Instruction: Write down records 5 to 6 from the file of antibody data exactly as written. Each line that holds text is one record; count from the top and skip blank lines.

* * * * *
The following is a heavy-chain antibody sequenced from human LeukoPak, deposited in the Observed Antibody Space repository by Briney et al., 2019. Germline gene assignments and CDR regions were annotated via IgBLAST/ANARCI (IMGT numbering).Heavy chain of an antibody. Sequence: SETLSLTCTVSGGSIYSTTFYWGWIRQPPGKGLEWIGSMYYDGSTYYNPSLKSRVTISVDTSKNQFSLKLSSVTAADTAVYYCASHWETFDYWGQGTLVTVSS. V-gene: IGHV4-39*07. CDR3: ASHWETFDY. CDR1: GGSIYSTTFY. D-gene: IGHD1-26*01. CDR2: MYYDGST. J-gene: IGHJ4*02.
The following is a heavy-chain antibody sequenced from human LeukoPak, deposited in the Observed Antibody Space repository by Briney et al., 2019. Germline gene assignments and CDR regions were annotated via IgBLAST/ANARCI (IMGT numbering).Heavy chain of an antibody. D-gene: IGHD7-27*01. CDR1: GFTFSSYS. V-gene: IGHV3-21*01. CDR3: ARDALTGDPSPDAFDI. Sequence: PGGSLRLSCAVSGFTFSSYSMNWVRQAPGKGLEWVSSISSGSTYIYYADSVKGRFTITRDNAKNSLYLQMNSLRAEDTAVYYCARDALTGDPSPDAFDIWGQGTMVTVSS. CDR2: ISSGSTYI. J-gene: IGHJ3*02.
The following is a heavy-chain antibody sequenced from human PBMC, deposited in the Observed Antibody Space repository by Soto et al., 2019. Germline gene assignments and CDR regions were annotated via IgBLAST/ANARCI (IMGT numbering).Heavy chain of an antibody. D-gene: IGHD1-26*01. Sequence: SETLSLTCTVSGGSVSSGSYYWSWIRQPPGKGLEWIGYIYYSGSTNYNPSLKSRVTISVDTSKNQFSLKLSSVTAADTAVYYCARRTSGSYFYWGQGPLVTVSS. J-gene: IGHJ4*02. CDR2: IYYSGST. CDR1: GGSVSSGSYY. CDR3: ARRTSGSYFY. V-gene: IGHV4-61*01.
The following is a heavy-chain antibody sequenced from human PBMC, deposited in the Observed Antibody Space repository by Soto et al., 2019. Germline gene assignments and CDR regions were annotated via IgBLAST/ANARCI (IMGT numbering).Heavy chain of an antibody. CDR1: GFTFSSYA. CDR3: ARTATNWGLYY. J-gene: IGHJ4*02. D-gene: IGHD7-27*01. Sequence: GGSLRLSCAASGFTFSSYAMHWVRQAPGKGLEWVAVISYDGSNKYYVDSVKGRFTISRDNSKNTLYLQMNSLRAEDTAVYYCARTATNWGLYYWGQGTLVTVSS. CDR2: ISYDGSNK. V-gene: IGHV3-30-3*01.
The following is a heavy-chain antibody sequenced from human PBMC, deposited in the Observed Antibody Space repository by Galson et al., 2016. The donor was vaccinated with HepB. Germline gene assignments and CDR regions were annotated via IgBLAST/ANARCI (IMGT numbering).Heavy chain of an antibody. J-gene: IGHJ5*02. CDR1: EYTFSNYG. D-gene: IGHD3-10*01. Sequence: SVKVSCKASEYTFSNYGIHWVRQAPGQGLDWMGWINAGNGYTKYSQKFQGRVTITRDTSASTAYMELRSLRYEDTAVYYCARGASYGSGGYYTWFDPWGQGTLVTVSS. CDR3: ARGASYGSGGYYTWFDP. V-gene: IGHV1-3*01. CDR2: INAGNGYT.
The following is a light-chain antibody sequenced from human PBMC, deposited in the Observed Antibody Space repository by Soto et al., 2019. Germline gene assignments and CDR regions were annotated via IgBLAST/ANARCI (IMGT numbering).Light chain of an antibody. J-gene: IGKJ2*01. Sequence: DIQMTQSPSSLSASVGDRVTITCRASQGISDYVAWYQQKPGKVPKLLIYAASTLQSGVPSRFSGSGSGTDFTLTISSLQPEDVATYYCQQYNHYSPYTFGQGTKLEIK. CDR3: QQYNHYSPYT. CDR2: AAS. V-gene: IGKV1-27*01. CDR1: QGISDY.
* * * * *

The following is a heavy-chain antibody sequenced from human PBMC, deposited in the Observed Antibody Space repository by Galson et al., 2016. The donor was vaccinated with HepB. Germline gene assignments and CDR regions were annotated via IgBLAST/ANARCI (IMGT numbering).Heavy chain of an antibody. J-gene: IGHJ5*02. CDR1: EYTFSNYG. D-gene: IGHD3-10*01. Sequence: SVKVSCKASEYTFSNYGIHWVRQAPGQGLDWMGWINAGNGYTKYSQKFQGRVTITRDTSASTAYMELRSLRYEDTAVYYCARGASYGSGGYYTWFDPWGQGTLVTVSS. CDR3: ARGASYGSGGYYTWFDP. V-gene: IGHV1-3*01. CDR2: INAGNGYT.
The following is a light-chain antibody sequenced from human PBMC, deposited in the Observed Antibody Space repository by Soto et al., 2019. Germline gene assignments and CDR regions were annotated via IgBLAST/ANARCI (IMGT numbering).Light chain of an antibody. J-gene: IGKJ2*01. Sequence: DIQMTQSPSSLSASVGDRVTITCRASQGISDYVAWYQQKPGKVPKLLIYAASTLQSGVPSRFSGSGSGTDFTLTISSLQPEDVATYYCQQYNHYSPYTFGQGTKLEIK. CDR3: QQYNHYSPYT. CDR2: AAS. V-gene: IGKV1-27*01. CDR1: QGISDY.